Karai’s a character I don’t think I’ve really discussed at any sort of length on this site, yet. I suppose I was waiting until I got to “City at War” but shit, at this rate that’ll take a decade. So “The Amulet” seems like a good place to lay down my impressions of her.

In many ways, Karai was the perfect successor to the Shredder. Where the Shredder was a somewhat typical overlord-style super villain willing to throw his whole organization and all its resources away for a petty blood debt, Karai was the opposite. Far more tactical and level-headed, she ran the Foot more like a business and didn’t see the value in throwing away the lives of expensively-trained assassins on personal vendettas. If siding with the Turtles was the smart move to make at the moment, then she’d side with them.

Unfortunately, like a lot of characters, she never really exceeded her initial appearance and kind of petered out into obscurity or insignificance once “City at War” had concluded. She was absent from TMNT (Vol. 2) because there was no Foot involved in that series, she was conspicuously absent from TMNT (Vol. 3) with the occasional reference thrown out here and there, and by the time she came back for TMNT (Vol. 4), the volume was moving so slow that her subplot failed to reach any sort of fruition before Laird put the series on indefinite hiatus.

Her appearances in Tales of the TMNT (Vol. 2), seldom though they were, felt like a bit of a mixed bag. She was wildly out of character in “Silent Night”, while stories such as “The Proposal” showed a darker and more malicious side to her that I didn’t especially care for. “The Amulet” is probably the best use of the character in this second volume of Tales of the TMNT, though that’s a bit of a hollow compliment, as she hardly has a personality in the story.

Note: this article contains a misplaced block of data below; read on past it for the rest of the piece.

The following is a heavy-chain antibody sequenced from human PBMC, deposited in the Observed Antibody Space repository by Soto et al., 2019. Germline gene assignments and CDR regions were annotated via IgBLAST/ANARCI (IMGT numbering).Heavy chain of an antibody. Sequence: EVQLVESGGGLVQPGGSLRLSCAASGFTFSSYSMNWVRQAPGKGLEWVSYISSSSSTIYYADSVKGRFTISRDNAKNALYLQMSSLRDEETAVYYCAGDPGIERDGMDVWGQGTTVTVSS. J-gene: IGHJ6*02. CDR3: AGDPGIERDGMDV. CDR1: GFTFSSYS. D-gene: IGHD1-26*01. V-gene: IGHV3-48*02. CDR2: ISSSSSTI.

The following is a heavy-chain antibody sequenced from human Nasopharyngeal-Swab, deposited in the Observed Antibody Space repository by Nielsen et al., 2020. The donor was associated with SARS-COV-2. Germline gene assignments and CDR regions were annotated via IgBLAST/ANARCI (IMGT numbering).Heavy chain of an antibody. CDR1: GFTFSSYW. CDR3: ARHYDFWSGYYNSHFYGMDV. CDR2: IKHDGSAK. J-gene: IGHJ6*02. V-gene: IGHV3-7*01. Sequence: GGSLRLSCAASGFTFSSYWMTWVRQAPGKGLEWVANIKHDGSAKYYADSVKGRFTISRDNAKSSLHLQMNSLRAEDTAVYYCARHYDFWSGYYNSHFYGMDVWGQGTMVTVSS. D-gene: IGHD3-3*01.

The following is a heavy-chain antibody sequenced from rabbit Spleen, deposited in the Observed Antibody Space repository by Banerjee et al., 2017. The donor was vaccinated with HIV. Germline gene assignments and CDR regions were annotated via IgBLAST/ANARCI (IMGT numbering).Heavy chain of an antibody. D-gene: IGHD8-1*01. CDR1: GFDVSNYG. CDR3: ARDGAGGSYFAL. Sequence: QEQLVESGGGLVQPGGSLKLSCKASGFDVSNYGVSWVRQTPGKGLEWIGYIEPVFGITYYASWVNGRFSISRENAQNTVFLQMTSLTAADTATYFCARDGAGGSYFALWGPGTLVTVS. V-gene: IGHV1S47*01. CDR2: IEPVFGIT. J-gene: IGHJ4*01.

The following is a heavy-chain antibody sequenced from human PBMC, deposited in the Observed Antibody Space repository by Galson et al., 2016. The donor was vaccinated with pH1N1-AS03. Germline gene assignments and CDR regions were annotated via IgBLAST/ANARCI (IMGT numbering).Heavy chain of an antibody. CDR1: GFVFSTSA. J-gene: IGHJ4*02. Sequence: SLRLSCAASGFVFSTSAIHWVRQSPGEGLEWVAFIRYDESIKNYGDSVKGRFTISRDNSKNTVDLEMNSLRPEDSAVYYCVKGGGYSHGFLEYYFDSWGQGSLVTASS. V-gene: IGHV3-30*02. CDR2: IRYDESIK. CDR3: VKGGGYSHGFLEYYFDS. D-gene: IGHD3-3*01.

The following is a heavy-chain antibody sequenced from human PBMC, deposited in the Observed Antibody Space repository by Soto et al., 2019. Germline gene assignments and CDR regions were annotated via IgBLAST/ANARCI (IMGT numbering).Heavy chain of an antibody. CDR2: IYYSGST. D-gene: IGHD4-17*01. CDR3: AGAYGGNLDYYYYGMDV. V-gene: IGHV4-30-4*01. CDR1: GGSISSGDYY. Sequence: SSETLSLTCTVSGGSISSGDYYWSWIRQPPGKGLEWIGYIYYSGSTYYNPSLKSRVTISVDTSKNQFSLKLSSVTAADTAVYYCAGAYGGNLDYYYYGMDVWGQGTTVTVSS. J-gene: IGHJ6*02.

“The Amulet” is less of a thrilling look into the early years of Karai as it is an interesting peek into the Foot Clan and their trainees. Karai narrates the story but she is utterly dry about the whole thing, with her “honorable” personality (if you can call it that) preventing her from making any colorful observations. The issue reads very, very quickly despite being 27 pages and you don’t really feel like you know anymore about Karai as a person by the time you’ve finished than when you began.

Dario Brizuela is one of my favorite artists to contribute to Tales of the TMNT (Vol. 2), unfortunately, “The Amulet” is probably one of his lesser offerings. All the members of the Foot trainees look identical. Even when they’re calling each other by name you have to stop and figure out who is who. When the cast is whittled down to just Karai, Yoshikiku and Hikaru, you STILL can’t tell which of the guys is which until someone says their name. There’s also a rather bad break in narrative flow where Hikaru supposedly goes running off ahead of the others, but we don’t see any of that and have to rely on Karai awkwardly describing the scene to us, as it apparently happened between the panels of a page.

Karai is a character who reached her zenith in “City at War” and had nowhere to go afterward; or at least no one took her anywhere interesting. “The Amulet” results in something of a “why bother?” story, as we learn nothing about her character or history that matters and it doesn’t enhance our perception of her in any meaningful way. If you’re into Foot-centric stories then it is kind of cool to see one completely from their point of view, and predating even the birth of the Turtles, but that’s about all the issue has going for it.

Grade: D (as in, “Did Brizuela have to take the ‘all Japanese people look the same’ stereotype this far?”)